Physical activity and exercise in adults diagnosed with primary brain cancer: a systematic review

J Neurooncol. 2021 May;153(1):1-14. doi: 10.1007/s11060-021-03745-3. Epub 2021 Apr 28.


Purpose: The aims of this systematic review were to: (1) describe physical activity (PA) levels following diagnosis of primary brain cancer, (2) determine the relationship between PA levels and health outcomes, and (3) assess the effect of participating in an exercise intervention on health outcomes following a diagnosis of brain cancer.

Methods: PubMed, EMBASE, Scopus and CINAHL were searched for relevant articles published prior to May 1, 2020. Studies reporting levels of PA, the relationship between PA and health outcomes, and exercise interventions conducted in adults with brain cancer were eligible. The search strategy included terms relating to primary brain cancer, physical activity, and exercise. Two independent reviewers assessed articles for eligibility and methodological quality (according to Joanna Briggs Institute Critical Appraisal Tools). Descriptive statistics were used to present relevant data and outcomes.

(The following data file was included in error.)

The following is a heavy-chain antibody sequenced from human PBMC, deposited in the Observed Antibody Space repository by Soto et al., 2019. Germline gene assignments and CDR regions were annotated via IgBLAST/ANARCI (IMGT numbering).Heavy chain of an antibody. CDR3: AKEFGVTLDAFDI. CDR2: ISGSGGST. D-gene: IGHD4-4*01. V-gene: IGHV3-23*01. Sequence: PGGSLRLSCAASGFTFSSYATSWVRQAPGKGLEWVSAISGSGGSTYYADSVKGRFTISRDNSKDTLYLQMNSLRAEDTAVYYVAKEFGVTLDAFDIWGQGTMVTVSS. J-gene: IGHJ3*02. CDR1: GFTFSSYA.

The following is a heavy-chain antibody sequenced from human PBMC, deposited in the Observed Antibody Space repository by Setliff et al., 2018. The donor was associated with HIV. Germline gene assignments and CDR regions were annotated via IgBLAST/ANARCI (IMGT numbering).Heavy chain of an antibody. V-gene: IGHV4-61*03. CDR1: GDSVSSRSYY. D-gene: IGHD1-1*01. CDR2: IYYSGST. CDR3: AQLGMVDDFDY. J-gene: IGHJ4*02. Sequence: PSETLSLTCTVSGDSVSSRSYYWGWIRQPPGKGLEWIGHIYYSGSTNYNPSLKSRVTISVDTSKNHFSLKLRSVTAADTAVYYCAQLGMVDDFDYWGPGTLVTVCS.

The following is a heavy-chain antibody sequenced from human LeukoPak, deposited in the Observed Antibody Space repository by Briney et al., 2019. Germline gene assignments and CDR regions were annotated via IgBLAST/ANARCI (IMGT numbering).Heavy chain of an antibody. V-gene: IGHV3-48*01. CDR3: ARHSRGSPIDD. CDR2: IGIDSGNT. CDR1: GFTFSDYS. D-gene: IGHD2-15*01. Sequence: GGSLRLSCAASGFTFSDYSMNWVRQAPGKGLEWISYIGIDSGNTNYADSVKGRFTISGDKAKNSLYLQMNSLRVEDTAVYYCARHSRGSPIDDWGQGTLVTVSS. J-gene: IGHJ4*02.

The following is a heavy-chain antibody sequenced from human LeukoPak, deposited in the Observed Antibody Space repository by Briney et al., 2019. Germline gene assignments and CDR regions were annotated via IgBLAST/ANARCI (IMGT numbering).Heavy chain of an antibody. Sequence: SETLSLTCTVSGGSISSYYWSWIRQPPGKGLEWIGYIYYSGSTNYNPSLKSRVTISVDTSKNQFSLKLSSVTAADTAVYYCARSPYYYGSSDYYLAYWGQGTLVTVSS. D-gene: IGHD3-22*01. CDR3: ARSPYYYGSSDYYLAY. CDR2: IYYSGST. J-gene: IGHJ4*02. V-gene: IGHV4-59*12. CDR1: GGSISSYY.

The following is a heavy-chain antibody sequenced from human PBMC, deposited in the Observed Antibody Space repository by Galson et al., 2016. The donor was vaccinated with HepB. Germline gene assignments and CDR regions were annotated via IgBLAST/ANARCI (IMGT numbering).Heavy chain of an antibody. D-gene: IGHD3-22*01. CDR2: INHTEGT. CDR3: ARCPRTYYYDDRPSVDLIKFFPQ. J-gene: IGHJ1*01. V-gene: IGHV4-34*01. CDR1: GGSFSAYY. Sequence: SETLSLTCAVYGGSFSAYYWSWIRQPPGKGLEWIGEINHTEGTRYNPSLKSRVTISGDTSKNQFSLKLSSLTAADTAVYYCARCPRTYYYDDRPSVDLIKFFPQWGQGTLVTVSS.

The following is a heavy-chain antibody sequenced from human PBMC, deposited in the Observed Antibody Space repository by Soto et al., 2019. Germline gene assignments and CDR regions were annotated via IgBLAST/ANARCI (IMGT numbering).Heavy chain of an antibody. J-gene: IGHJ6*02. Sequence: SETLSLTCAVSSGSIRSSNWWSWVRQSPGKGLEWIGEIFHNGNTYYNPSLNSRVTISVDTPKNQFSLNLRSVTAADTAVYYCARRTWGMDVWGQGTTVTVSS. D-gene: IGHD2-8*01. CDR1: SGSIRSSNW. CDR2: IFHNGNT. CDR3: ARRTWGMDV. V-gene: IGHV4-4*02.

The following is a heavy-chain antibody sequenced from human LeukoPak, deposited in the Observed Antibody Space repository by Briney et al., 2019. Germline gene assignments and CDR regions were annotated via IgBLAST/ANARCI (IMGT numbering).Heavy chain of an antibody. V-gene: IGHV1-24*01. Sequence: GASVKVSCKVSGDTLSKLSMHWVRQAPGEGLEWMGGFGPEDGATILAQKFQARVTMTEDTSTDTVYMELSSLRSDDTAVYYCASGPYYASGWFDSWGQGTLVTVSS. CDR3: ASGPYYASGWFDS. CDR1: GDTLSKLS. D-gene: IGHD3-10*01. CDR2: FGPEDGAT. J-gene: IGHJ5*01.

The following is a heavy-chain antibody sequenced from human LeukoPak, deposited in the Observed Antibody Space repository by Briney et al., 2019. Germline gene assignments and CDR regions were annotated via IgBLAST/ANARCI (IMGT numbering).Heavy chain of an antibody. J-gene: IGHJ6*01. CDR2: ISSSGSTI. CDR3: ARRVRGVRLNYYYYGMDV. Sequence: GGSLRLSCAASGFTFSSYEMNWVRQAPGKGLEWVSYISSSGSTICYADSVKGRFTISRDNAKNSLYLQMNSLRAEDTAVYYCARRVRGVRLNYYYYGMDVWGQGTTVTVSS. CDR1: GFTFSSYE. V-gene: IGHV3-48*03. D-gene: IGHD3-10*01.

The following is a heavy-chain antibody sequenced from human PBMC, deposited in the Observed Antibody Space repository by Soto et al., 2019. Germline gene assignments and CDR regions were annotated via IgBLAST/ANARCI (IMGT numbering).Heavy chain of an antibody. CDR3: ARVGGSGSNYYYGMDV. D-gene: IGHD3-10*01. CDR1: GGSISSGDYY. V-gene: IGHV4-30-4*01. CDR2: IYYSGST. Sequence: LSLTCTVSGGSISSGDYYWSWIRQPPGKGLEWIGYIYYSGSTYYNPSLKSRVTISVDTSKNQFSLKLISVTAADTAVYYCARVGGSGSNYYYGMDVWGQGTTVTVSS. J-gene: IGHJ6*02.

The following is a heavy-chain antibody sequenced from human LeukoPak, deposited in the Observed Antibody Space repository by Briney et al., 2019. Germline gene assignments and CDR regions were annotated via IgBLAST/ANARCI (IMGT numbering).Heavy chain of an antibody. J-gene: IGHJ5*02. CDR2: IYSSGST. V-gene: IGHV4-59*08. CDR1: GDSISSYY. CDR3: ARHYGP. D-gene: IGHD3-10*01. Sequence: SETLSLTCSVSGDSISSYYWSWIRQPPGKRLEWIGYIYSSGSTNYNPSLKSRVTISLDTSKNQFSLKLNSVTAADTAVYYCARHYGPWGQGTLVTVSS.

Results: 15 studies were eligible for inclusion. Most adults with brain cancer were insufficiently active from diagnosis through to post-treatment. Higher levels of PA were associated with lower severity of brain cancer specific concerns and higher quality of life. Preliminary evidence suggests that exercise is safe, feasible and potentially beneficial to brain cancer symptom severity and interference, aerobic capacity, body composition and PA levels. However, the level of evidence to support these findings is graded as weak.

Conclusions: Evidence suggests that it is likely appropriate to promote those with brain cancer to be as physically active as possible. The need or ability of those with brain cancer to meet current PA guidelines promoted to all people with cancer remains unclear.

Keywords: Brain cancer; Exercise; Glioblastoma; Intervention; Physical activity; Survivorship.

Publication types

  • Review
  • Systematic Review

MeSH terms

  • Adult
  • Brain Neoplasms* / therapy
  • Exercise
  • Humans
  • Quality of Life*